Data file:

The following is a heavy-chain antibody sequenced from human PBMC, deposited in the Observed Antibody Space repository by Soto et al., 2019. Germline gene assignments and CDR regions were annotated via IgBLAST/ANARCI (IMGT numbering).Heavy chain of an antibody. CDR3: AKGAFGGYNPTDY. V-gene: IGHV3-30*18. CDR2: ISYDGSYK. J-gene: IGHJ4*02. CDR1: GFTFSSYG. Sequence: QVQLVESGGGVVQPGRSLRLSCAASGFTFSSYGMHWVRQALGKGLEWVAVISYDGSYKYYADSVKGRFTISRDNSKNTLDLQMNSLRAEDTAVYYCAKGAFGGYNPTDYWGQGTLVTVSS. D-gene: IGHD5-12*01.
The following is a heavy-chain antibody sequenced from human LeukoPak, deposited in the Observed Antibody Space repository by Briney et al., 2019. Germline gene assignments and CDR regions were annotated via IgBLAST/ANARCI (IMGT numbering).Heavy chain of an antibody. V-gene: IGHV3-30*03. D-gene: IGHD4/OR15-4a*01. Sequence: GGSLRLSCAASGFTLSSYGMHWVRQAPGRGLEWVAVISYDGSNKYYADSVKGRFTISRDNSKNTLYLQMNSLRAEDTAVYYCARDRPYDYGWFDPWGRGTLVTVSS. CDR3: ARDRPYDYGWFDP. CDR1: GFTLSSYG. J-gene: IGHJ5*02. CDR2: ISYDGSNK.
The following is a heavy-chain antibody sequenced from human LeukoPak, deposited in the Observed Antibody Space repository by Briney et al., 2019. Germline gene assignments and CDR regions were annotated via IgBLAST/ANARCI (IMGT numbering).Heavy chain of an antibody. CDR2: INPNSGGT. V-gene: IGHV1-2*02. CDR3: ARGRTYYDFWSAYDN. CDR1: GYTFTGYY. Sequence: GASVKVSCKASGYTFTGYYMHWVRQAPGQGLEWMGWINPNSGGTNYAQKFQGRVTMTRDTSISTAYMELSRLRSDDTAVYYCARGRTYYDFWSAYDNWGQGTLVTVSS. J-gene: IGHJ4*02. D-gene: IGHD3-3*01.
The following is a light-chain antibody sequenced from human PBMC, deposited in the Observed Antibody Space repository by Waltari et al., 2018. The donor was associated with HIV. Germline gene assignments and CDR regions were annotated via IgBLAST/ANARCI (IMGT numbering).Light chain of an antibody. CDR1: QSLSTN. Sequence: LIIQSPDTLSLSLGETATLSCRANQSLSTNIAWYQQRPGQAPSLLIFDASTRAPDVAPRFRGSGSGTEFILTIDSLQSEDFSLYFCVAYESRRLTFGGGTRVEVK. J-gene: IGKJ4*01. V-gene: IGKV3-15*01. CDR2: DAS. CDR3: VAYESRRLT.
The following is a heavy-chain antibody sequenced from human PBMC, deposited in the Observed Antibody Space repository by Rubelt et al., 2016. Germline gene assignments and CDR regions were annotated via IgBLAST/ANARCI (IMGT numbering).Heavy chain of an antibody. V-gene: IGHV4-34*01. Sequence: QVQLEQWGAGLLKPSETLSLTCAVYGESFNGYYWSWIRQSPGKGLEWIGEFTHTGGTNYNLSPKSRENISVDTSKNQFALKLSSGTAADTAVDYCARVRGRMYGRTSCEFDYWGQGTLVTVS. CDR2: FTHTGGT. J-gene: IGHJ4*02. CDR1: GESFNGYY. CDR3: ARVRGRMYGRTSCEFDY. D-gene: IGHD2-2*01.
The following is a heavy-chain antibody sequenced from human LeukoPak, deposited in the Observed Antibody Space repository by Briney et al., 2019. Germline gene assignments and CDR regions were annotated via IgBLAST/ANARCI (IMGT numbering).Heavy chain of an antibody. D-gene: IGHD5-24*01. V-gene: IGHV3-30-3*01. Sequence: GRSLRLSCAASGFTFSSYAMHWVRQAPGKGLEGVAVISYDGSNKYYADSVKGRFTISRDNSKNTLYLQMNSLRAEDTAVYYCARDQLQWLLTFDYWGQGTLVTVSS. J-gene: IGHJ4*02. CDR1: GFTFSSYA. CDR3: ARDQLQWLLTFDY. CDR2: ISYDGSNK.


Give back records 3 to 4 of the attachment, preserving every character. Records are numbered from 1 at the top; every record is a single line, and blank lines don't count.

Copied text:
The following is a heavy-chain antibody sequenced from human LeukoPak, deposited in the Observed Antibody Space repository by Briney et al., 2019. Germline gene assignments and CDR regions were annotated via IgBLAST/ANARCI (IMGT numbering).Heavy chain of an antibody. CDR2: INPNSGGT. V-gene: IGHV1-2*02. CDR3: ARGRTYYDFWSAYDN. CDR1: GYTFTGYY. Sequence: GASVKVSCKASGYTFTGYYMHWVRQAPGQGLEWMGWINPNSGGTNYAQKFQGRVTMTRDTSISTAYMELSRLRSDDTAVYYCARGRTYYDFWSAYDNWGQGTLVTVSS. J-gene: IGHJ4*02. D-gene: IGHD3-3*01.
The following is a light-chain antibody sequenced from human PBMC, deposited in the Observed Antibody Space repository by Waltari et al., 2018. The donor was associated with HIV. Germline gene assignments and CDR regions were annotated via IgBLAST/ANARCI (IMGT numbering).Light chain of an antibody. CDR1: QSLSTN. Sequence: LIIQSPDTLSLSLGETATLSCRANQSLSTNIAWYQQRPGQAPSLLIFDASTRAPDVAPRFRGSGSGTEFILTIDSLQSEDFSLYFCVAYESRRLTFGGGTRVEVK. J-gene: IGKJ4*01. V-gene: IGKV3-15*01. CDR2: DAS. CDR3: VAYESRRLT.